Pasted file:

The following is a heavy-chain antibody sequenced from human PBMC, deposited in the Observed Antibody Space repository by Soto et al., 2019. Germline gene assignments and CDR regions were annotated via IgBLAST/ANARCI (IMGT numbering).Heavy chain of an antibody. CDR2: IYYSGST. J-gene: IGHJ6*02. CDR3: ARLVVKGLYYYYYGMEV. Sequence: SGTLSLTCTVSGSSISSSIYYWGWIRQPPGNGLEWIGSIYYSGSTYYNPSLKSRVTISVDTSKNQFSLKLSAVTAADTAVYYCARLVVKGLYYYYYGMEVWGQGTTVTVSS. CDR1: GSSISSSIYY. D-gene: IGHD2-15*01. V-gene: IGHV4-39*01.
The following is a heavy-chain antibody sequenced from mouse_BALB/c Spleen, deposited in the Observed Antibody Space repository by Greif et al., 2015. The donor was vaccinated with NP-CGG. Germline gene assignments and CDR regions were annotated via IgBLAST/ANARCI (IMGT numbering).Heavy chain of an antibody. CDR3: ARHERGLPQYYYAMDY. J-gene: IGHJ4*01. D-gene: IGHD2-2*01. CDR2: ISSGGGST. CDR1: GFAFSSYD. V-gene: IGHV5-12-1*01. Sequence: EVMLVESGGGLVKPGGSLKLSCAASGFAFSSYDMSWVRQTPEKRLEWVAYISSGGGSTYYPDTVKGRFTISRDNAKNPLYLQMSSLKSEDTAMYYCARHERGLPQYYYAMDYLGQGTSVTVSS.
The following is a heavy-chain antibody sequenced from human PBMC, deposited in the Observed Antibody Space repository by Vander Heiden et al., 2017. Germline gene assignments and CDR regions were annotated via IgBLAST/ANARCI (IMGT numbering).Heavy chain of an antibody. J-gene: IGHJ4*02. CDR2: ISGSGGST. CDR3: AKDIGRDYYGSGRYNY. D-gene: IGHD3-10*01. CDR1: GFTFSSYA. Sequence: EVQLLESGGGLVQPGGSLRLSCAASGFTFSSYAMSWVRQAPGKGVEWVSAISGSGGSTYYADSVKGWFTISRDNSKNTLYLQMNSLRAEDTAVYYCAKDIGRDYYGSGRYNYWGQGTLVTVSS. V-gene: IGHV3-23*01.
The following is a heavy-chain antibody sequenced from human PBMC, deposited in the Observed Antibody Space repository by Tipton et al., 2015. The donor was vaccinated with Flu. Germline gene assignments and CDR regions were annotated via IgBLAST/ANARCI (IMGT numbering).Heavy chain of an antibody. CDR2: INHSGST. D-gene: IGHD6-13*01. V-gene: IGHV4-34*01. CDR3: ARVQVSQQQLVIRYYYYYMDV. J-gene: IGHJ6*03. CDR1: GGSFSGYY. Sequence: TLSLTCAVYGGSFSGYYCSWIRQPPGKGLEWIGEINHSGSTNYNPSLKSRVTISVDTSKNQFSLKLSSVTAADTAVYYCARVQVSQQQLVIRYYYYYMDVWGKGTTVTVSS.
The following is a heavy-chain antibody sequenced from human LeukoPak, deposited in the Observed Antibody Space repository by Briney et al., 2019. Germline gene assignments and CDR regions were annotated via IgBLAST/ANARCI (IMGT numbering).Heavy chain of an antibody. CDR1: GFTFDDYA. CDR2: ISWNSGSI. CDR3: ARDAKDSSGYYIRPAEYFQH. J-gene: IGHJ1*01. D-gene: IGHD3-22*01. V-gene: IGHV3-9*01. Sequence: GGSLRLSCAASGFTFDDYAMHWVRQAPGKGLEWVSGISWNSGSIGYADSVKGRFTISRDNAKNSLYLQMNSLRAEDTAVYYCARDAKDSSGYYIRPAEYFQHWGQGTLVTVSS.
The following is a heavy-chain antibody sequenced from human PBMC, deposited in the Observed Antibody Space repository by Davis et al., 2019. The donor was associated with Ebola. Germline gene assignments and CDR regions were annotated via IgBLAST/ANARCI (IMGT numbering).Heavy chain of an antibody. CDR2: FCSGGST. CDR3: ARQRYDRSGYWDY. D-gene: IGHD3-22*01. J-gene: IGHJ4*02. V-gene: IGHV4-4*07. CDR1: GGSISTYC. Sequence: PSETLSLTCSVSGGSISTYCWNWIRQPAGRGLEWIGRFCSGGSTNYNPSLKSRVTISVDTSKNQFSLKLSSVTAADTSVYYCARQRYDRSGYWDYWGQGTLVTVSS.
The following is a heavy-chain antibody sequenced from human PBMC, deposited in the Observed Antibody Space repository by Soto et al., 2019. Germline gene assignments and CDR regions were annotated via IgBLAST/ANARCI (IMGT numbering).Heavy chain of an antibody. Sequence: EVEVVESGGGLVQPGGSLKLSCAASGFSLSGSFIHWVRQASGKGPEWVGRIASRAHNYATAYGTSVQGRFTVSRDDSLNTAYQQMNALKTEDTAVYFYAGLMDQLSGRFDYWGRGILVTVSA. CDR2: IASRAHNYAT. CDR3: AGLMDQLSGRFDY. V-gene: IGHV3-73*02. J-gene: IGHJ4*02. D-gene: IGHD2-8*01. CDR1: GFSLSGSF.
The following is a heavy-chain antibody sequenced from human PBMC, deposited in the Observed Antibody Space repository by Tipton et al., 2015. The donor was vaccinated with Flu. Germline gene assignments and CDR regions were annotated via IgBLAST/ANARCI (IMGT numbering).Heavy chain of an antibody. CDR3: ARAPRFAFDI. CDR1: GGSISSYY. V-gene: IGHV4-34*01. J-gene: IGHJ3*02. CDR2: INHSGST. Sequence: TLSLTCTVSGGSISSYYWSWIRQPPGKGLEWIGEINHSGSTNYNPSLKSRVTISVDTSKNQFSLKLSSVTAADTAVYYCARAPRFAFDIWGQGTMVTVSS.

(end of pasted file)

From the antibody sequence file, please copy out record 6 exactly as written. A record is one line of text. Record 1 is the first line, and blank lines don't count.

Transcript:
The following is a heavy-chain antibody sequenced from human PBMC, deposited in the Observed Antibody Space repository by Davis et al., 2019. The donor was associated with Ebola. Germline gene assignments and CDR regions were annotated via IgBLAST/ANARCI (IMGT numbering).Heavy chain of an antibody. CDR2: FCSGGST. CDR3: ARQRYDRSGYWDY. D-gene: IGHD3-22*01. J-gene: IGHJ4*02. V-gene: IGHV4-4*07. CDR1: GGSISTYC. Sequence: PSETLSLTCSVSGGSISTYCWNWIRQPAGRGLEWIGRFCSGGSTNYNPSLKSRVTISVDTSKNQFSLKLSSVTAADTSVYYCARQRYDRSGYWDYWGQGTLVTVSS.